The control variable generated by the type2 fuzzy logic controller u‘(t) multiplied by the scaling factor K is updated, with the product operator, by the signal that comes from the adaptive type1 fuzzy controller K1u‘‘. The resulting signal u(t) is then sent to the plant, characterized by timevariant parameters Fig. 6. The error (e) and the integral of the error (int e) are, also in this case, the inputs of the two fuzzy controllers (the main and the adaptive). 
SIMULATIONS AND RESULTS 
Shell Heat Exchangers 
Consider two heat exchangers shown in Fig.7. The measured and controlled output is temperature from second exchanger. The control objective is to keep the temperature of the output stream close to a desired value 343 K. The control signal is input volumetric flow rate of the heated liquid. Assume ideal liquid mixing and zero heat losses. We neglect accumulation ability of exchanger‘s walls. Holdups of exchanger as well as flow rates and liquid specific heat capacity are constant. 
Under these assumptions the mathematical model of the exchangers is given as 
Simulation results obtained using designed IT2 FLC+ANFIS controller and two PID controllers are shown in Fig.8 & Fig.9. Fig.10 compares controlled outputs in the task of set point tracking. The set point changes from 312.32 K to 310.32 K at time 190 s and then to 313.55 K at time 380 s. The comparison of the controller outputs is shown in Fig.9; Fig.10 presents the simulation results of the IT2 FLC+ANFIS controller and PID control of the heat exchanger in the task of disturbance rejection. Disturbances were represented by inlet water temperature changes from 344.25 K to 340.25 K at time 190 s, from 340.25 K to 349.25 K at time 580 s and to 344.25 K at time 990 s. The comparison of the controller outputs is shown in Fig.11. The energy consumption is measured by the total amount of hot water consumed during the control process. The situation for IT2 FLC+ANFIS controller and PID controllers is presented in Figs.12 &, Fig.13 and it can be stated that the smallest energy consumption is assured using IT2 FLC+ANFIS controller. The results obtained by PID controllers are practically identical. The control response obtained by IT2 FLC+ANFIS controller is the best one; it has the smallest overshoots and the shortest settling times. The simulation results were compared also using integral quality criteria ise (integrated squared error) and iae (integrated absolute error) (Ogunnaike and Ray, 1994). The results are compared in Table 3.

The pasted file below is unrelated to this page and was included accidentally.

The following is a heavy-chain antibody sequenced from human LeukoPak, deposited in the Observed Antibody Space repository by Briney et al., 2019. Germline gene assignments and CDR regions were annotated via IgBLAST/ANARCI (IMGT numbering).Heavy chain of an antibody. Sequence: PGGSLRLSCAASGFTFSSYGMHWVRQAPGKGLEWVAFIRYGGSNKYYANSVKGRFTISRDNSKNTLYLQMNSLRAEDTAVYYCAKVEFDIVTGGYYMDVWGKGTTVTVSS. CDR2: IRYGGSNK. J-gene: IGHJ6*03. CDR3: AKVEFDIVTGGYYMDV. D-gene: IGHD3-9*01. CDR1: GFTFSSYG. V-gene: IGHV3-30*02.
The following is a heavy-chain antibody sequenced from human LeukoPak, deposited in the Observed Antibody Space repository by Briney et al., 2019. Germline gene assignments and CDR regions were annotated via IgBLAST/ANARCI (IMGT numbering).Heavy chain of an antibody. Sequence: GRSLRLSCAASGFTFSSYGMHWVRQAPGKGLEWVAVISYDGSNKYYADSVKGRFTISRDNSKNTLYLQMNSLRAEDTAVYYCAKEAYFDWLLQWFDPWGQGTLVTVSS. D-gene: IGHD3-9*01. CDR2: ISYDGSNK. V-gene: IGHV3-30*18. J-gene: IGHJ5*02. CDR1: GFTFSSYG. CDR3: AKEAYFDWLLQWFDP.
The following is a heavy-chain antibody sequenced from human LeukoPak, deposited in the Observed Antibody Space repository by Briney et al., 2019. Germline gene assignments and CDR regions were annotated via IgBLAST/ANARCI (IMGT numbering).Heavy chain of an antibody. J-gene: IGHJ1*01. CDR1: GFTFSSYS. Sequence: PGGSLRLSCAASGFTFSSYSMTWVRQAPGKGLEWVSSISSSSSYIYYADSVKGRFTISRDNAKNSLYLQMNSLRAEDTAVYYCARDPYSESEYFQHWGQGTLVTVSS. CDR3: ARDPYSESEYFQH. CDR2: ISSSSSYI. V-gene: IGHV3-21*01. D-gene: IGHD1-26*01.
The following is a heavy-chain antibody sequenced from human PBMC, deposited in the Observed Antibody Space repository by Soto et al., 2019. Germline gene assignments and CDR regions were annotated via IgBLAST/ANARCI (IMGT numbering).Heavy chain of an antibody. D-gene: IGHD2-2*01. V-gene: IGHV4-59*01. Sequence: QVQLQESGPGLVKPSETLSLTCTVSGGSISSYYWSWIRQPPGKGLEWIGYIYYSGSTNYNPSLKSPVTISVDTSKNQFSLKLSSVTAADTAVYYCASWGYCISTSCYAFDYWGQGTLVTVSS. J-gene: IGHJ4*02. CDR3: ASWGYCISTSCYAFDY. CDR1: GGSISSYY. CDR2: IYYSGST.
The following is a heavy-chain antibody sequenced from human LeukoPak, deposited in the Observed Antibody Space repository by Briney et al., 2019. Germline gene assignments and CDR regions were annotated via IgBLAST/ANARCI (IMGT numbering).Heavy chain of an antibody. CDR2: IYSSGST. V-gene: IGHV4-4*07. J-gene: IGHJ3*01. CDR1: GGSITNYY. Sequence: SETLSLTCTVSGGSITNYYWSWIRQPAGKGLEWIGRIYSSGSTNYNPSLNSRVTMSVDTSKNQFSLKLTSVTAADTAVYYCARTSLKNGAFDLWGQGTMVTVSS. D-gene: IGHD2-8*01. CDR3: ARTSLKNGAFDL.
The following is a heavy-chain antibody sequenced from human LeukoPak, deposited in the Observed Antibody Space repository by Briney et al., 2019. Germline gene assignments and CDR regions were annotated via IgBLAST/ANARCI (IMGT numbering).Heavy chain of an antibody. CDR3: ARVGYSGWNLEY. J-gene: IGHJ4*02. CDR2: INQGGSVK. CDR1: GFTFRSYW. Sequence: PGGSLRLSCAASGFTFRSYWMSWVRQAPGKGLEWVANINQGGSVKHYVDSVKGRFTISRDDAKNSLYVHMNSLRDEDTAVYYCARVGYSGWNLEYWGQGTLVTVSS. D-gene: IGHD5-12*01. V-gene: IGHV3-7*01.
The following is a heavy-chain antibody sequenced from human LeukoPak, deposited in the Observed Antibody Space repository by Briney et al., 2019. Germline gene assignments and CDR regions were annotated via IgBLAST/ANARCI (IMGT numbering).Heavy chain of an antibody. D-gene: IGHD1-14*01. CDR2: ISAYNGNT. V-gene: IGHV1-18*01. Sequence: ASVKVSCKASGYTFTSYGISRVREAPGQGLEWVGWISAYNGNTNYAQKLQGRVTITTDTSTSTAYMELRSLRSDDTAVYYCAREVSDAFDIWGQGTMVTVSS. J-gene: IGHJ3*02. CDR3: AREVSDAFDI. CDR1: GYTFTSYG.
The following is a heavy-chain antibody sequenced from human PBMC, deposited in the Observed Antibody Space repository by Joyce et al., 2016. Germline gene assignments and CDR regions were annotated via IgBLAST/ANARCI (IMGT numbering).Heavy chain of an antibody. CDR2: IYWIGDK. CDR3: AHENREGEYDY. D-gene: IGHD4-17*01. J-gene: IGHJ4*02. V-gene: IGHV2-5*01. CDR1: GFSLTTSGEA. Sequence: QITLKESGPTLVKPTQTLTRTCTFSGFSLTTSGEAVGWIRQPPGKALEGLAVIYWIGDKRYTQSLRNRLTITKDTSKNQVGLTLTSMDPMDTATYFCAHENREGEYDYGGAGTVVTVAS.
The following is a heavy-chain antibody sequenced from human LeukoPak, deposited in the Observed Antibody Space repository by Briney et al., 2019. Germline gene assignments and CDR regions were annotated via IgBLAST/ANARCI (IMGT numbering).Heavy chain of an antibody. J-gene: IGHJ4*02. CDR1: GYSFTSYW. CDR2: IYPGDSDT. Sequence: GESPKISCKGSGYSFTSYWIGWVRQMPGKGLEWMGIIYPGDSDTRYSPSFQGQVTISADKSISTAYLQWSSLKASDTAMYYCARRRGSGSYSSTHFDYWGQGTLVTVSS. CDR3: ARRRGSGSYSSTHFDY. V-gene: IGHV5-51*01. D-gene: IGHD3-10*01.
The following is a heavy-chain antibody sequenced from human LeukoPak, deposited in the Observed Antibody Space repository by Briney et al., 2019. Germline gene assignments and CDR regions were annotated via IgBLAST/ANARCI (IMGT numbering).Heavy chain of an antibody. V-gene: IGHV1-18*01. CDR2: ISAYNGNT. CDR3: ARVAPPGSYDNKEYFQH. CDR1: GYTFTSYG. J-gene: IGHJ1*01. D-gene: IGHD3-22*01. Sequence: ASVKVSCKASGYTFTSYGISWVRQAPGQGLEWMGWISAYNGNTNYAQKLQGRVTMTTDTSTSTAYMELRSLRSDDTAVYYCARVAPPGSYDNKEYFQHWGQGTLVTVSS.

DISCUSSION 
The comparison of the two types of controllers (IT2 FS+ANFIS & PDI) was made using iae and ise criteria described below: 
The disadvantage of the PID controllers is that using these controllers can lead to nonzero steadystate errors, but without overshoots and undershoots practically. In the case of the (IT2 FS+ANFIS controller with integrator using steadystate control error is equal zero but the control responses show any overshoots and undershoots. 
CONCLUSIONS 
Simulation results confirm the superiority of the IT2 FS+ANFIS control, over the simple PID controllers, in obtaining a high speed response and a limited offset, thanks to a slender, but equally efficient, rule set obtained with the ANFIS technique. The union of the ANFIS optimization method and the adaptive fuzzy algorithm operating on the output scaling factor, allows to obtain a IT2 FS+ANFIS control able to minimize all the negative effects of parameter changes (step or ramp disturbances) achieving a very high control performance with a minimum computational load. In this paper, a stable nonlinear IT2 FS+ANFIS controller based on parallel distributed fuzzy controllers is proposed. Each subcontroller is IT2 FS+ANFIS designed and provides local optimal solution. The TakagiSugeno fuzzy model is employed to approximate the nonlinear model of the controlled Heat Exchanger. Based on the IT2 FS+ANFIS model, a IT2 FS+ANFIS controller is developed to guarantee not only the stability of neurofuzzy model and neurofuzzy control system for the heat exchanger but also control the transient behavior of the system. The design procedure is conceptually simple and natural. Therefore, they can be solved very efficiently in practice by IT2 FS+ANFIS control technique. Simulation results shows that the IT2 FS+ANFIS control approach is robust and exhibits a superior performance to that of established traditional PID control methods. Comparison of the IT2 FS+ANFIS simulation results with classical PID controls demonstrates the effectiveness and superiority of the proposed approach.